If I’d have read Pat Thomson just over a year ago, this blog may not exist
Pat Thomson is an amazing writer. The way she communicates to students via her blog and [easyazon-link asin="B000UYCPP4" locale="us"]her books[/easyazon-link] makes so much sense, and yet it is different from anything else I have read.
Talking to Pat I realised that we are quite similar. We both write because of our attitudes to writing and because of our experiences. There is a certain amount of passion in what we write. However, I think that is probably where the similarity ends. You see Pat loves writing. She is incredibly good at it and this gives her an incredibly unique perspective. When I started writing this blog, I hated writing the literature review. It was such a mental and even physical effort that I started LiteratureReviewHQ to document it and try to help others going through the same hell.
So why wouldn’t the blog exist if I’d have read Pat Thomson’s work? Well as I’ve said before, I started writing here out of desperation. I wanted to share with people how I fought the literature review and won. I wanted to share how I climbed the mountain, escaped the literary quagmire and narrowly avoided drowning in the rough sea of academic articles. If I’d have read Pat’s work before I started, I simply wouldn’t have felt so desperate about writing.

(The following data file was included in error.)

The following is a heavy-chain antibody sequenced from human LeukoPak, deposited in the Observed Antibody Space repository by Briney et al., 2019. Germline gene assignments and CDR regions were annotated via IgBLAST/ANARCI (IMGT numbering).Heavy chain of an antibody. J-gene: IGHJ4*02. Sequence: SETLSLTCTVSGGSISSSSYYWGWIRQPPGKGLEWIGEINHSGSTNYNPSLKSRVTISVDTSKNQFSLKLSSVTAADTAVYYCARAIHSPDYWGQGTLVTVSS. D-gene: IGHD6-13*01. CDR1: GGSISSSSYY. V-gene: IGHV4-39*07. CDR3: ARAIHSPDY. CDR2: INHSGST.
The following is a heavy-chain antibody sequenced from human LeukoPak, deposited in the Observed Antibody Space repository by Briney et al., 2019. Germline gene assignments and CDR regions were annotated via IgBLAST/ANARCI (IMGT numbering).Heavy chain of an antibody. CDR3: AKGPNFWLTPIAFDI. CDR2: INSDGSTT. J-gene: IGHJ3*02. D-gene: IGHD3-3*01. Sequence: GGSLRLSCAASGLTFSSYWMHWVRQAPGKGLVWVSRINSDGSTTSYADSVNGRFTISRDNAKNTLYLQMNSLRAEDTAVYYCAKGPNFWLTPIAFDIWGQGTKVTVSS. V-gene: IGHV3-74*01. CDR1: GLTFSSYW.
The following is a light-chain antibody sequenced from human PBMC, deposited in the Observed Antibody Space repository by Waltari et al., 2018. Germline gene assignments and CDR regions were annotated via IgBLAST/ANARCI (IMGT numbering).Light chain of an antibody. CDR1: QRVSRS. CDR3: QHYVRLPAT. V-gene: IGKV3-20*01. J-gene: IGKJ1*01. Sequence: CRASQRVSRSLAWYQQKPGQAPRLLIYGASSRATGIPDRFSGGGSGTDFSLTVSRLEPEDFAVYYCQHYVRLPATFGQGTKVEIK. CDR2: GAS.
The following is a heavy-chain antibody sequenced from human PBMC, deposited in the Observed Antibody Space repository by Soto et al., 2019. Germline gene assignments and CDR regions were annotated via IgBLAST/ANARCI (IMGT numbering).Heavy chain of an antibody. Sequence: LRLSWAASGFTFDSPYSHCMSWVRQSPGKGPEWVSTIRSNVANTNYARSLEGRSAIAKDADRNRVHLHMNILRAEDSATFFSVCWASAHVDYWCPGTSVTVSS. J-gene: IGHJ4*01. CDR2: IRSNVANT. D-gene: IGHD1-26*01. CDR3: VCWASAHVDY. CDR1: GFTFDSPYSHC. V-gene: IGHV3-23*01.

Pat loves writing and this greatly affects her ability to write. She also loves reading the literature and making sense of it. She doesn’t view the literature review as a fight, more of an interesting puzzle to be solved. She conveys this so well, that after reading only the first few chapters of her book, I saw the literature review in a totally different light. It is a cliché I know, but the penny suddenly dropped and I realised what the literature review was really all about. She totally convinced me that the literature review is something that can be and should be enjoyed.
You are a professional writer
Pat also taught me that as academics, we are all professional writers. This was a little counter intuitive to me at first. As a scientist, I spend my time in the lab. Writing is an inconvenience that has to be endured if I want to carry on with my lab work. This is actually a dangerous approach which can hinder your success in academia. Whichever way you look at it, you are judged by your writing. Whether this is your thesis, published papers or teaching material. You do well in academia if you can write well. If you don’t write well, then you’re going to struggle. If the best experiment in the world is not written up and communicated to the academic community then what use is it? This isn’t to say that you have to be a naturally gifted writer to succeed. However, you do have to have writing at the front of your mind in any academic discipline.
Ultimately my own attitude and writing has changed for the better as a result of reading [easyazon-link asin="B000UYCPP4" locale="us"]Pat’s work[/easyazon-link]. I’m certainly going to incorporate it into what I teach from now on.
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